One of the most attractive is Fajã de Santo Cristo, accessed via a six-mile walkable donkey trail that ends at the top of the cloud-covered Serra de Topo. The route passes through old water mills and gates made of interlocking branches to the remote waterfront village of Faja de Santo Cristo. Here residents plant terraced gardens where yam, cabbage, spinach and tomatoes grow.

Faja da Caldera de Santo Cristo is a fertile plain at the foot of a steep cliff.

Faja da Caldera de Santo Cristo is a fertile plain at the foot of a steep cliff.

DanitaDelimont.com/Adobe Stock

This coast attracts surfers who come for point break waves. However, the island is famous for its delicacy: delicious cow’s milk cheese.

The Queijo São Jorge factory is still made using centuries-old methods. This delicious cheese – it can be sprinkled with honey – is served not only in restaurants in São Jorge (such as Fornos de lava), but also in other Azores islands and mainland Portugal.


Many of Graciosa’s signature attractions offer insight into the island’s volcanic origins.

Approximately 200 steps make their way to Furna do Enxofre, a lava tube of an active volcano. It is disturbing to know that before this staircase was built, locals lowered themselves using ropes to reach drinking water for their livestock.
Furna Do Enxofre on Graciosa Island is an amazing lava cave.

Furna Do Enxofre on Graciosa Island is an amazing lava cave.

Stefano / Adobe Stock

The scene below is surreal. Unlike the lake at the base, which is filled with cool rainwater, the cave’s air is saturated with the smell of sulfur, and the slime boils at 180 degrees Fahrenheit (82 degrees Celsius). Sunlight streams through the eyes in the ceiling, revealing yellow crystals that glow on the rock-strewn cliffs.

The spa town of Carapacho uses geothermal energy to heat its swimming pools at Termas do Carapacho, which offers a range of treatments including hot stone massages based on the island’s volcanic rocks.


While Pico’s black basalt gives this island the appearance of black and white brushstrokes, Terceira uses Crayola painting in several ways.

Colorful facades line the streets of the capital, Angra do Heroismo, and stunningly painted – even lilac – emperor (chapels) dot the green landscape.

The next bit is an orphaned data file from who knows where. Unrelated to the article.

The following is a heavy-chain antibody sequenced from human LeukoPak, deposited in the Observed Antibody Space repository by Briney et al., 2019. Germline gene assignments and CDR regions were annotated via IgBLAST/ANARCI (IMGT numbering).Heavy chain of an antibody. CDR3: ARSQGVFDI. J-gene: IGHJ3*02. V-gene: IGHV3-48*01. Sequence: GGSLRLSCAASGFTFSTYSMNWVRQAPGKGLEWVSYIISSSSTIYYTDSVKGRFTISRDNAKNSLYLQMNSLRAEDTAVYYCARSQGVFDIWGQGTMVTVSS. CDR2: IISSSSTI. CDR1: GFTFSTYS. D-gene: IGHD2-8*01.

Angra do Heroismo, a UNESCO World Heritage Site, features brightly colored historic buildings.

Angra do Heroismo, a UNESCO World Heritage Site, features brightly colored historic buildings.

Jose A Bernat Pacetti / Moment RF / Getty Images

On the north coast, the village of Biskos shows its volcanic origins with natural pools of all sizes and depths penetrating the hardened black lava that stretches across the harbor. Next to it, beach towels, umbrellas and deck chairs can be equipped for sunbathing and snorkeling.

This city is also home to the family-owned Wine Museum, where artifacts from the 100-year-old wine-making process are displayed within the gardens and in the gardens.
Terceiras Caparica Azores Ecolodge offers six modern cottages in the Laurel Forest. Art by local women brings out the minimalist interior design.

eastern islands

Sao Miguel

São Miguel is the largest island in the Azores and where Ponta Delgada, the capital of the Azores Autonomous Region, is located. The island is about 65 kilometers long and 15 kilometers wide.
Ponta Delgada is the capital of the Autonomous Region of the Azores.

Ponta Delgada is the capital of the Autonomous Region of the Azores.

Dalio / Adobe Stock

It is home to what is said to be the oldest commercial pineapple greenhouse in the world and the oldest operating tea plantation in Europe.

One of the island’s most iconic landscapes is the Firnas Valley, a dormant crater covered in foliage and dotted with reminders of its volcanic past, including inviting hot springs.

Within this valley, the centuries-old Terra Nostra Garden is particularly charming. Shaded paths sway alongside the Serpentine Canal, caves, and endemic and exotic plants, some of which are more than a century old.

Perched 1,700 feet above sea level, the 18-hole Furnas Golf Club is also breathtakingly stunning, with tree ferns and bunkers filled with volcanic sand.

In Ponta Delgada, guests staying at the boutique Senhora da Rosa feel away from the hustle and bustle of this capital city, especially when bathing in a small pool in a pineapple greenhouse.

Santa Maria

Santa Maria is the southernmost island in the Azores, boasting sunshine and golden sandy beaches.

Santa Maria is the southernmost island in the Azores, boasting sunshine and golden sandy beaches.

Clara Bacalarova / Adobe Stock

Santa Maria, located in the southernmost part of the Azores, is not only the brightest island, but also the only one with golden sandy beaches.

The green and blue of the sea, sky, and valleys mingle at Miradouro da Pedra Rija, one of the many viewpoints that becomes a beautiful picnic spot. The winding streets are covered by forests of Japanese cedar, sometimes alongside paths lined with blue azurian berries and small orchids.

The small village of São Lourenco is especially popular in summer for its picturesque sandy beach surrounded by a tapestry of old vineyards backed by black lava stone walls.

The lovable seaside village of Anjos has a peaceful, natural pool and local watering hole, Bar dos Anjos, and offers great sunset views to enjoy while eating grilled scraps (sea slugs).

Janine Baron is a New York City-based travel writer who specializes in Portugal and has visited the Azores several times.